New Swiss Inheritance Law: Entry into force planned for 1 January 2023

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The Swiss parliamentary chambers approved the new inheritance law on 18 December 2020. No referendum has been requested for the proposed amendment[1] within the referendum deadline, which expired on 12 April 2021, the Federal Council has accordingly decided at its meeting on 19 May 2021 that it would enter into force on 1 January 2023.


As a reminder, the revision of Swiss inheritance law has kept the Federal Chambers busy for several years. The “Gutzwiller” motion to modernise inheritance law was submitted to Parliament on 17 June 2010. On this basis, the Federal Council was asked to review and relax inheritance law, in particular the provisions on protected shares (the so called “forced heirship rights”), to bring it into line with current requirements and social developments, bearing in mind some of the provisions of the Swiss inheritance law date back more than a century!

Following the usual stages for the adoption of a new law (consultation procedure with the cantons and political parties, explanatory report, preliminary draft, message and bill of the Federal Council, parliamentary deliberations, etc.), the final text proposed by the Federal Assembly was finally adopted and its entry into force scheduled by the Federal Council on 1 January 2023.

Main changes

Protected shares

The central idea of the new inheritance law is to increase the testator’s testamentary freedom by reducing the protected shares (minimum shares guaranteed on the estate). The protected share of descendants are reduced from ¾ of their inheritance rights to ½ of their inheritance rights. The parents’ protected share (currently ½ of their inheritance rights) is completely abolished. However, the protected share for the surviving spouse or registered partner is maintained at ½ of their inheritance rights.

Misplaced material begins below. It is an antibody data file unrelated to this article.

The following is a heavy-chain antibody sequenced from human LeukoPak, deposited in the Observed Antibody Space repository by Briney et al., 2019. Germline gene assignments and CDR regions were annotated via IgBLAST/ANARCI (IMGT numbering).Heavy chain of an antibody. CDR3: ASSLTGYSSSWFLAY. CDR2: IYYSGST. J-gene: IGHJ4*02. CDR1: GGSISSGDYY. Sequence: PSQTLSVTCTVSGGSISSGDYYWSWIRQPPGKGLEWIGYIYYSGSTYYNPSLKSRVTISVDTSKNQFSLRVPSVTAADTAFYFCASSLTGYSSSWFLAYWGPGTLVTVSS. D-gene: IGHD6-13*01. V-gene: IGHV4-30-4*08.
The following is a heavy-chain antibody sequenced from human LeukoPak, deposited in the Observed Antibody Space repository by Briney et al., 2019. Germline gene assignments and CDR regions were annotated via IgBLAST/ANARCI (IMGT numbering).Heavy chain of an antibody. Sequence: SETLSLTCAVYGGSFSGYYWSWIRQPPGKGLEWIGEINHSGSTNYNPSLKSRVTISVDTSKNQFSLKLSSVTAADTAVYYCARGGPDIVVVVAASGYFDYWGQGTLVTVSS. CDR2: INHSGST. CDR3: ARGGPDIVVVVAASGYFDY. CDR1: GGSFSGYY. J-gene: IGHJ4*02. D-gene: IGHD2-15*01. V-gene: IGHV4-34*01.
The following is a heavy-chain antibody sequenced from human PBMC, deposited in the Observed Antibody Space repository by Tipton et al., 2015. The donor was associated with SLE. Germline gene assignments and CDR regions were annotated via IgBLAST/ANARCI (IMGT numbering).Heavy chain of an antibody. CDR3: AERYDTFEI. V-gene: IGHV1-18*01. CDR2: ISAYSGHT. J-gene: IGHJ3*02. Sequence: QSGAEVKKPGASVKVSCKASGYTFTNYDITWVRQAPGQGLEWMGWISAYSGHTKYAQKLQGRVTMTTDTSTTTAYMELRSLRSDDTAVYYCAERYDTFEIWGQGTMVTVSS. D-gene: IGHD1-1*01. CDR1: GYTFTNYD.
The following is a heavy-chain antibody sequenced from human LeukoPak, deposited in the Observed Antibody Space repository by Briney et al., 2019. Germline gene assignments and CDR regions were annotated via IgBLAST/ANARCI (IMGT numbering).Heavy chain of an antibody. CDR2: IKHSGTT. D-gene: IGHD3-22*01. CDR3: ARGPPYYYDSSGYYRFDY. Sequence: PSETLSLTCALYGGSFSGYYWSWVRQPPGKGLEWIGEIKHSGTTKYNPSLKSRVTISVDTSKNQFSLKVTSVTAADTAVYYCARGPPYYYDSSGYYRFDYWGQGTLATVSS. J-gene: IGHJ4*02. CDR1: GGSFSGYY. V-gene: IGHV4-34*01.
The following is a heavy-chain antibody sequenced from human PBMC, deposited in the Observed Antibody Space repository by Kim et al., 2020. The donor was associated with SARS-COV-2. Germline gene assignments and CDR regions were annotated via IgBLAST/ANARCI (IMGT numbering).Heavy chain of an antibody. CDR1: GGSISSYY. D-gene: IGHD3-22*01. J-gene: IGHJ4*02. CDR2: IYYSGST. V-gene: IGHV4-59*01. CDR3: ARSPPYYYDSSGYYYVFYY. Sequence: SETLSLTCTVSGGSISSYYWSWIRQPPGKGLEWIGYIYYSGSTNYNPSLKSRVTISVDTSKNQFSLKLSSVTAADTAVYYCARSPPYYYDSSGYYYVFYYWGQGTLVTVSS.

In short, the protected share is now of ½ of the estate attributed by law to the descendants and the surviving spouse or registered partner. This will enable everyone to dispose of their assets more freely and to a greater extent, by favouring further the persons of their choice.

Synoptic table of the protected shares and the testamentary freedom for the most frequent cases:

The examples found in the table above systematically show an increase in the testamentary freedom between the current law and the law that will be in force as of 1 January 2023 (with the exception of the case where the deceased leaves only a spouse or a registered partner).

Loss of the protected share during divorce or dissolution proceedings

Under the current law, spouses cease to be each other’s legal and forced heirs only upon divorce, i.e. once the divorce judgement is effective. With the new law, in the event of death during the divorce proceedings, the surviving spouse will (under certain conditions) lose his status as a forced heir. The same principles will of course apply by analogy if the death occurs during proceedings for the dissolution of a registered partnership. However, the surviving spouse or registered partner will remain a legal heir until the divorce or dissolution judgement becomes effective. This means that in the absence of a will excluding the surviving spouse or registered partner, the surviving spouse or registered partner will retain the right to his/her share of the estate in the event of death before the divorce or dissolution judgement comes into force. It will therefore be essential to take new testamentary provisions when initiating divorce or dissolution of registered partnership proceedings.